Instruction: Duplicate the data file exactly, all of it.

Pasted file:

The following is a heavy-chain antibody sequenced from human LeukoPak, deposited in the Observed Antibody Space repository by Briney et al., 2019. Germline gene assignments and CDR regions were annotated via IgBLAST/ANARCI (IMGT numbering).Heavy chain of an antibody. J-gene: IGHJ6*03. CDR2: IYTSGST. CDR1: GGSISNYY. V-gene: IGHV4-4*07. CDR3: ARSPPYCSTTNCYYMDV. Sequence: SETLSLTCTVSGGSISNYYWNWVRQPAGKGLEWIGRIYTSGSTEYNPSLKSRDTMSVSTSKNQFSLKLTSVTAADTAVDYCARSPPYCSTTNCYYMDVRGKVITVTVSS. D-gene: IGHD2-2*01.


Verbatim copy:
The following is a heavy-chain antibody sequenced from human LeukoPak, deposited in the Observed Antibody Space repository by Briney et al., 2019. Germline gene assignments and CDR regions were annotated via IgBLAST/ANARCI (IMGT numbering).Heavy chain of an antibody. J-gene: IGHJ6*03. CDR2: IYTSGST. CDR1: GGSISNYY. V-gene: IGHV4-4*07. CDR3: ARSPPYCSTTNCYYMDV. Sequence: SETLSLTCTVSGGSISNYYWNWVRQPAGKGLEWIGRIYTSGSTEYNPSLKSRDTMSVSTSKNQFSLKLTSVTAADTAVDYCARSPPYCSTTNCYYMDVRGKVITVTVSS. D-gene: IGHD2-2*01.